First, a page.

End of all-day parking near Queen Elizabeth II Hospital causes upset in City of Subiaco

Stock image.
Stock image.

CANCER patients, nurses and families visiting sick relatives will be stopped from all-day parking in two Subiaco streets near Queen Elizabeth II (QEII) Hospital.

City of Subiaco councillor Scott Arbuckle labelled previous State governments’ parking planning and budget cutbacks for car bays at QEII as “a disaster” that caused health staff and the public to put their vehicles in adjacent Violet and Hilda streets.

“We have hospital staff clogging the streets, and that’s not going to finish,” Cr Arbuckle said at last night’s Subiaco council meeting.

“The citizens of Subiaco are not going to put up with bad government planning, and it’s time we gave back those streets to residents.”

Complicating matters, the hospital is no longer in the City of Subiaco after council border changes by the former State government put it in the City of Perth last year.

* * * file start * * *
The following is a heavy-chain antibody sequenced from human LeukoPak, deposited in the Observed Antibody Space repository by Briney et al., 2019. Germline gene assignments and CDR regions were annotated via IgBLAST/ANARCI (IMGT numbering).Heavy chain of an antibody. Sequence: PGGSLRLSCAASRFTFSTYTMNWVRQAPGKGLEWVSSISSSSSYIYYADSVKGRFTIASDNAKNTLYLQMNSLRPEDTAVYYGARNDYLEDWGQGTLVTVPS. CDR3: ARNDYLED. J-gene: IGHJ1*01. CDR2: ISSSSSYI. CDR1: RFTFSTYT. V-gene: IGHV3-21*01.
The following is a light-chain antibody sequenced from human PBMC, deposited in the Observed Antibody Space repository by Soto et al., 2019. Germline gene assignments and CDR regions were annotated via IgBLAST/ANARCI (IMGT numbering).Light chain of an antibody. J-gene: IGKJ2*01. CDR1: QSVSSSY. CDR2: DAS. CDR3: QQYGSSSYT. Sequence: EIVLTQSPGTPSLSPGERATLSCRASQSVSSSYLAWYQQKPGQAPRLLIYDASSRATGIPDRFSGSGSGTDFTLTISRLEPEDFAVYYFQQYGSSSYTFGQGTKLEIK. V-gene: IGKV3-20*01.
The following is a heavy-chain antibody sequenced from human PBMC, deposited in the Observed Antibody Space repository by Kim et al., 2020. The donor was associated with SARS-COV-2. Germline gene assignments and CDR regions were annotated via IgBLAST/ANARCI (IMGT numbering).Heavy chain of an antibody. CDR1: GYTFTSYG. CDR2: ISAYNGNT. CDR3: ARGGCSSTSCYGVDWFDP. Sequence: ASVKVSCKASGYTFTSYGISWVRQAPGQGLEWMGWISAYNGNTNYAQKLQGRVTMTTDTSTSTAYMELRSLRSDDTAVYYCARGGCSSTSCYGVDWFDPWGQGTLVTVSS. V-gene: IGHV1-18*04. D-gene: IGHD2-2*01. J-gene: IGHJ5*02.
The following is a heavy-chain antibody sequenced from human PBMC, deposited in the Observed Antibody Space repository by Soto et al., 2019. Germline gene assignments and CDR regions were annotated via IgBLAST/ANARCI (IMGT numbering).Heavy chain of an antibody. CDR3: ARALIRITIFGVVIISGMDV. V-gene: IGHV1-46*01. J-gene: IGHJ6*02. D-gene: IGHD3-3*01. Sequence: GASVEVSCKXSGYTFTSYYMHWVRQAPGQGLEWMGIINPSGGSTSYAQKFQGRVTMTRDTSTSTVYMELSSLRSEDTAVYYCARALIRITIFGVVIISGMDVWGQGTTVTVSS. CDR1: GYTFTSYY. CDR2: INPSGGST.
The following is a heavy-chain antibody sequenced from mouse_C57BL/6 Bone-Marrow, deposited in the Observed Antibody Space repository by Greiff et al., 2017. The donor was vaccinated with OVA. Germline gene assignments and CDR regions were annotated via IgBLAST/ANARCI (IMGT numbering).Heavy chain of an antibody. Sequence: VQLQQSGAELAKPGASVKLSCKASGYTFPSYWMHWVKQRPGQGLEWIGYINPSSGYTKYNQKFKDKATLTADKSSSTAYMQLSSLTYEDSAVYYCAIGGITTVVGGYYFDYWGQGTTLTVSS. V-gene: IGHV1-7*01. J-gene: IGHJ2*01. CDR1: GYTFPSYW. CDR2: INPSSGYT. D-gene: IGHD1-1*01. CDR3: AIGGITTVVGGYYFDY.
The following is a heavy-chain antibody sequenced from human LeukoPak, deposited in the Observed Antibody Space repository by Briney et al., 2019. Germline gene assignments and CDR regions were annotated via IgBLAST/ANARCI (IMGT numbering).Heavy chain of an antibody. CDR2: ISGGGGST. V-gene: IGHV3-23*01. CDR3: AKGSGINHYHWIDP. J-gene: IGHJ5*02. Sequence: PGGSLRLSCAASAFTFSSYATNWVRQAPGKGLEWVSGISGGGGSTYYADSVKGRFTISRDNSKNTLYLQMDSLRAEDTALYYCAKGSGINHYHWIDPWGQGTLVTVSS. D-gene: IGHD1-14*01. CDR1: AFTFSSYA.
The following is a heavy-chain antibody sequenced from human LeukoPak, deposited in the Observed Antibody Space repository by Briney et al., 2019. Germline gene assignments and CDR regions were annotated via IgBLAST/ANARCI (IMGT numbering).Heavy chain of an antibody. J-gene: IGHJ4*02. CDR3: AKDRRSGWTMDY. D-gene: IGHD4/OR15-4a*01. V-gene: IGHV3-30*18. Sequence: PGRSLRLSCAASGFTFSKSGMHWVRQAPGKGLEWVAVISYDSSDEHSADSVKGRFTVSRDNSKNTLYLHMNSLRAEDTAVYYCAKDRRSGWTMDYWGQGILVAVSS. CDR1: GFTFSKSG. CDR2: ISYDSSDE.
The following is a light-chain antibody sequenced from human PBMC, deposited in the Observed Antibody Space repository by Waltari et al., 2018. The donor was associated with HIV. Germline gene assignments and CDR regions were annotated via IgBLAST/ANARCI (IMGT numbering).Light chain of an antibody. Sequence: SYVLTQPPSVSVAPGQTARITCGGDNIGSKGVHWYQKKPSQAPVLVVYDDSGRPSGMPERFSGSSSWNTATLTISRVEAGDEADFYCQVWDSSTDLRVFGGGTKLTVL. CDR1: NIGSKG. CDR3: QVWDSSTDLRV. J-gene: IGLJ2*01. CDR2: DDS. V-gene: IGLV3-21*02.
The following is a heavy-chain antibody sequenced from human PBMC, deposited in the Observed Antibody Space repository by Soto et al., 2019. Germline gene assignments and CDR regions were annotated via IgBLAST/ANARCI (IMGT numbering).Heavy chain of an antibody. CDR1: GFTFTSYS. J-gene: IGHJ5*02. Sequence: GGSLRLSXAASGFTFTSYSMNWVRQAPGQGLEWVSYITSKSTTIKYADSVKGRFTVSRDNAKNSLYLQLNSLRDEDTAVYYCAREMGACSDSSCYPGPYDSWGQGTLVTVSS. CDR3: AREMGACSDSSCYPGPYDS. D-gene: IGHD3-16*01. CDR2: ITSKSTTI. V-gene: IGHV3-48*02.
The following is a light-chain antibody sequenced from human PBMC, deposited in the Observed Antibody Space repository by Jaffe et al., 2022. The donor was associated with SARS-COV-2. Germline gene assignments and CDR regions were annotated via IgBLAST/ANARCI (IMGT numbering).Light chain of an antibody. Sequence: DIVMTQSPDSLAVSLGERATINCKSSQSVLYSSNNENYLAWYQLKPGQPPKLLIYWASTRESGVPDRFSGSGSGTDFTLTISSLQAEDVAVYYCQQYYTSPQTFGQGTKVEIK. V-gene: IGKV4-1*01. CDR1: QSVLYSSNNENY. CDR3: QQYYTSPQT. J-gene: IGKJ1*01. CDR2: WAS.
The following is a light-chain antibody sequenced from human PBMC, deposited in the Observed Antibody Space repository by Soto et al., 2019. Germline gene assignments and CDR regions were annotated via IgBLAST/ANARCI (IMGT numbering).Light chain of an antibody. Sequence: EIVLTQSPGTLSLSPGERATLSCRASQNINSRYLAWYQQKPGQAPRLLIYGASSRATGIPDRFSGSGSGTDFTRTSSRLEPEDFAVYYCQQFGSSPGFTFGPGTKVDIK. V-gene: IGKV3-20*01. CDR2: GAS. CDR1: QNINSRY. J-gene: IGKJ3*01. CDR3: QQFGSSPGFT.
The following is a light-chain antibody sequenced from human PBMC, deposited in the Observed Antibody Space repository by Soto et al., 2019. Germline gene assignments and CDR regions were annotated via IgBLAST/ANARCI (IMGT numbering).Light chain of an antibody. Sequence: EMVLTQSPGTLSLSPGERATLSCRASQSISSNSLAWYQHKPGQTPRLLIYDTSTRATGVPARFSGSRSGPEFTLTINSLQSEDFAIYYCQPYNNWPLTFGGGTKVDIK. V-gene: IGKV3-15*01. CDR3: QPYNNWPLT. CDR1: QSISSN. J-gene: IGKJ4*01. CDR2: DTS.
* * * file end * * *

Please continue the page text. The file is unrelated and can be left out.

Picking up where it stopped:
A parking ban in the streets, and the introduction of ratepayer and visitor permits, was requested by residents at last year’s City of Subiaco electors’ meeting.

The request followed lobbying by others for almost seven years.

Last night, resident Helen Leeder said former State government ministers had said if the council would not help, residents “can just put up with congested streets”.

Other residents were concerned those having daily cancer treatment would have to pay the hospital’s high parking fees.

A staff report said permits in the two streets would be part of any solution, including some bays left for local shops and users of nearby Rosalie Park on weekends.

However, some residents and councillors were concerned any ban could adversely affect the most ill who sought daily cancer treatment at QEII, and families who could not afford the parking at the hospital.

Cr Julie Matheson said cancer treatment patients had to be considered, as well as families having to pay $10 daily to visit QEII patients.

A suggested alternative was regular ranger patrols to keep streets clear for residents and bays available for other users in nearby Hilda Street.

“For now, singularly maintaining the high level of enforcement is enough,” Cr Lee Hemsley said.

Councillors agreed that between 8am and 6pm, parking permits would be needed on the east sides of Violet and Hilda streets during each day, and the west sides would have two-hour limits.

The council will also seek union support to have the State Government drop the cost of parking for hospital staff.

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